AVERT™ Clinical Trial for Contrast Media Volume Reduction and Incidence of CIN

Overview

  • Study type

    Interventional
  • Study IDs

  • Describes the nature of a clinical study. Types include:

    • Observational study — observes people and measures outcomes without affecting results.
    • Interventional study (clinical trial) — studies new tests, treatments, drugs, surgical procedures or devices.
    • Medical records research — uses historical information collected from medical records of large groups of people to study how diseases progress and which treatments and surgeries work best.
  • Site IRB
    • Rochester, Minnesota: 14-003881
    NCT ID: NCT01976299
    Sponsor Protocol Number: TP-6364

About this study

The Osprey Medical AVERT System is indicated to reduce contrast media (CM) exposure to the kidneys during percutaneous coronary procedures thereby reducing the risk of contrast induced nephropathy (CIN).

Participation eligibility

Participant eligibility includes age, gender, type and stage of disease, and previous treatments or health concerns. Guidelines differ from study to study, and identify who can or cannot participate. If you need assistance understanding the eligibility criteria, please contact the study team.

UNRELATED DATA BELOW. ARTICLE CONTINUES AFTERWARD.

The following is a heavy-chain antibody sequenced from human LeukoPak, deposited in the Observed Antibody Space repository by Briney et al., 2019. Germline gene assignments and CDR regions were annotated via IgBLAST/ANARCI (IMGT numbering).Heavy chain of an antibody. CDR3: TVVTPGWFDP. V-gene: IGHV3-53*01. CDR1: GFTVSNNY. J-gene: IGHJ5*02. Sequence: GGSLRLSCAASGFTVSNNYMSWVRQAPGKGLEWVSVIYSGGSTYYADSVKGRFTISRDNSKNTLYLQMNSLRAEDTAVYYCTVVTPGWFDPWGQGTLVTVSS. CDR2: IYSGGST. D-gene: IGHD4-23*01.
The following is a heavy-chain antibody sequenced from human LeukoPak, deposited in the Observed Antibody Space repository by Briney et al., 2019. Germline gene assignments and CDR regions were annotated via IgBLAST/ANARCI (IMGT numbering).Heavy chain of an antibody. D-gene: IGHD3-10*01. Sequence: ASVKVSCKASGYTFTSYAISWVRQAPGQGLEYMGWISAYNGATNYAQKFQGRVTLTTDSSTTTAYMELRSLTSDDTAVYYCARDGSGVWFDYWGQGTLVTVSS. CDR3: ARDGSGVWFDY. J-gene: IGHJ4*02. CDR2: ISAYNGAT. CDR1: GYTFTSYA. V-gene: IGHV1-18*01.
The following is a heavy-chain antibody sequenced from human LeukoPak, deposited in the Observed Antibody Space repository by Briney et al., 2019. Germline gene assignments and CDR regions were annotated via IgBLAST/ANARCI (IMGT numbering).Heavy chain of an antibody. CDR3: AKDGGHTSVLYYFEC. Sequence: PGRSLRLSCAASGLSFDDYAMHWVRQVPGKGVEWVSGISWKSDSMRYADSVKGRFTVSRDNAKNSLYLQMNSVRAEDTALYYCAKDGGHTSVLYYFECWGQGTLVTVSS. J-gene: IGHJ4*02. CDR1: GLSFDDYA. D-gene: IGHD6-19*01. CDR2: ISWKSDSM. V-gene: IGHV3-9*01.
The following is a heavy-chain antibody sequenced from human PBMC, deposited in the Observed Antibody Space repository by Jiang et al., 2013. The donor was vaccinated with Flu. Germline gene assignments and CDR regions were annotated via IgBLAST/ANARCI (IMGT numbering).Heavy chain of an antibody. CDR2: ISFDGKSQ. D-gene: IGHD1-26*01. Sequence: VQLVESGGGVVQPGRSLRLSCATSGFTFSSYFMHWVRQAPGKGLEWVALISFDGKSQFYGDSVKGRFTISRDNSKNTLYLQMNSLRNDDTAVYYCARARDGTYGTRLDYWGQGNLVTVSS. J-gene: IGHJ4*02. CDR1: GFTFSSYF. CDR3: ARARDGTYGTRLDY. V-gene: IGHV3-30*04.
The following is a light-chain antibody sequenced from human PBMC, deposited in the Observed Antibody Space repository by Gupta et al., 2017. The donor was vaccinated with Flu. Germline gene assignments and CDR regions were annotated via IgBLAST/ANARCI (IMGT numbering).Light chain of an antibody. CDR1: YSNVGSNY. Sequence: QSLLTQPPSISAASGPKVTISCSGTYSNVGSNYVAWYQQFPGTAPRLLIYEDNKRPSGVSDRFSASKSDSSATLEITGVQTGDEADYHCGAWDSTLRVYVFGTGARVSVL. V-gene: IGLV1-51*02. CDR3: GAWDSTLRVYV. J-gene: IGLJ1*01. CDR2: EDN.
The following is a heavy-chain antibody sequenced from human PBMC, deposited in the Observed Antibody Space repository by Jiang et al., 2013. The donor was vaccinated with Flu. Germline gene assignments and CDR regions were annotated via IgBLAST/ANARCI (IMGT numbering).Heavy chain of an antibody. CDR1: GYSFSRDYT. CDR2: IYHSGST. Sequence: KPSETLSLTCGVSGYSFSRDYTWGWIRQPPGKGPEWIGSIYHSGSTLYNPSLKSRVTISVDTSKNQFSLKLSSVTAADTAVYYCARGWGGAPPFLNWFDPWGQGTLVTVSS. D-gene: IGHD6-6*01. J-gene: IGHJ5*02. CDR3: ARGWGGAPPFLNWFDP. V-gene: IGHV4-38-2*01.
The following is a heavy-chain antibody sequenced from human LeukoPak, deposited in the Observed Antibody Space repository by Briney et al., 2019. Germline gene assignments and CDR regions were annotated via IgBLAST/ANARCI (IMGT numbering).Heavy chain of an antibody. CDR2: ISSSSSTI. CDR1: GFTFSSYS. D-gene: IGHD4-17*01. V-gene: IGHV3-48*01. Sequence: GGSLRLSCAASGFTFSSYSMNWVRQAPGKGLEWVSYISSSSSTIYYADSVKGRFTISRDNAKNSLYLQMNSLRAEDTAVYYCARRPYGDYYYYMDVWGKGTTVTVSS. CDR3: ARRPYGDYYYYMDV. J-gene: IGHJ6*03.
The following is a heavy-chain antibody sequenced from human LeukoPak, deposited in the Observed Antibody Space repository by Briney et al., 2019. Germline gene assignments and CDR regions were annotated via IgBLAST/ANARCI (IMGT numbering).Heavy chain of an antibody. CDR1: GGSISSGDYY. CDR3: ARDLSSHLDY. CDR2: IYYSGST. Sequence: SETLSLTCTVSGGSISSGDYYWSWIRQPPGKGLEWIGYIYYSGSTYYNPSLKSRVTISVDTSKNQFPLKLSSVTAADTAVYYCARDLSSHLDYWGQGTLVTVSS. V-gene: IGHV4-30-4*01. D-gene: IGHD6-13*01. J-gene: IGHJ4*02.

See eligibility criteria

Inclusion Criteria:

  • The subject is a candidate for a therapeutic percutaneous coronary intervention (PCI) procedure.
  • The subject has documented chronic kidney disease (CKD)

Exclusion Criteria:

  • Subject is in acute renal failure
  • Assessment of ventricular function that cannot be accomplished without the use of the CM.
  • Subject has acute STEMI within 72 hours prior to planned PCI procedure, or is currently having an acute STEMI.
  • Subject is unable to undergo peri-procedural hydration.

Participating Mayo Clinic locations

Study statuses change often. Please contact us for help.

Mayo Clinic Location Status

Rochester, Minn.

Mayo Clinic principal investigator

Patricia Best, M.D.

Closed for enrollment

More information

Publications

Publications are currently not available

Study Results Summary

Not yet available

Supplemental Study Information

Not yet available

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CLS-20145191

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